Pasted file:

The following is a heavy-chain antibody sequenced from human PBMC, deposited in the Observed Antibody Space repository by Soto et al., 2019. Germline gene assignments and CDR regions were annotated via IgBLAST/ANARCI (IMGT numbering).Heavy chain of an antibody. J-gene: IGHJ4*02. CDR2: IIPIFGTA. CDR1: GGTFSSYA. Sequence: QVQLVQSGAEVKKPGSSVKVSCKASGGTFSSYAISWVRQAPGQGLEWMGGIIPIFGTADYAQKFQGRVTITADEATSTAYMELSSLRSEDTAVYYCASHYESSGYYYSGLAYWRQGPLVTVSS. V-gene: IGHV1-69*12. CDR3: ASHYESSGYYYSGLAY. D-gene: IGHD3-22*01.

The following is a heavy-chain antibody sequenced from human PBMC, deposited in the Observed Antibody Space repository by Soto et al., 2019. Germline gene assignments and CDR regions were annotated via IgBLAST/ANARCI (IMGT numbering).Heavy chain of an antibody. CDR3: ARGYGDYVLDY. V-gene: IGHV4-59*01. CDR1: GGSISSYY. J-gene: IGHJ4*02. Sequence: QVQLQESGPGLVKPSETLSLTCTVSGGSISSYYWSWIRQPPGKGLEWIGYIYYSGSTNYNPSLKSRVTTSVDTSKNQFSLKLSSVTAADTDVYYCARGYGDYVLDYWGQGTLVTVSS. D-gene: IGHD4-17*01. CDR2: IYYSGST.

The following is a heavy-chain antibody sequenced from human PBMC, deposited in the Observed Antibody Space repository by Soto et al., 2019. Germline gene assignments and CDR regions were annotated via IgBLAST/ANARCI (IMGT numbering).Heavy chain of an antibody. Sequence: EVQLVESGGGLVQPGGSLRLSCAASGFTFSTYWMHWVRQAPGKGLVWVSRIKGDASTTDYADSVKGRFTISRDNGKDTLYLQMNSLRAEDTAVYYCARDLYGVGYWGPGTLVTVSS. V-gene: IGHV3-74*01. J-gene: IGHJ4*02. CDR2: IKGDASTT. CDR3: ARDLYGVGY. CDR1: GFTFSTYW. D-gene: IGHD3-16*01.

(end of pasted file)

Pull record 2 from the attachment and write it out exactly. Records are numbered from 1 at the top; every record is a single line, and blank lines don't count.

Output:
The following is a heavy-chain antibody sequenced from human PBMC, deposited in the Observed Antibody Space repository by Soto et al., 2019. Germline gene assignments and CDR regions were annotated via IgBLAST/ANARCI (IMGT numbering).Heavy chain of an antibody. CDR3: ARGYGDYVLDY. V-gene: IGHV4-59*01. CDR1: GGSISSYY. J-gene: IGHJ4*02. Sequence: QVQLQESGPGLVKPSETLSLTCTVSGGSISSYYWSWIRQPPGKGLEWIGYIYYSGSTNYNPSLKSRVTTSVDTSKNQFSLKLSSVTAADTDVYYCARGYGDYVLDYWGQGTLVTVSS. D-gene: IGHD4-17*01. CDR2: IYYSGST.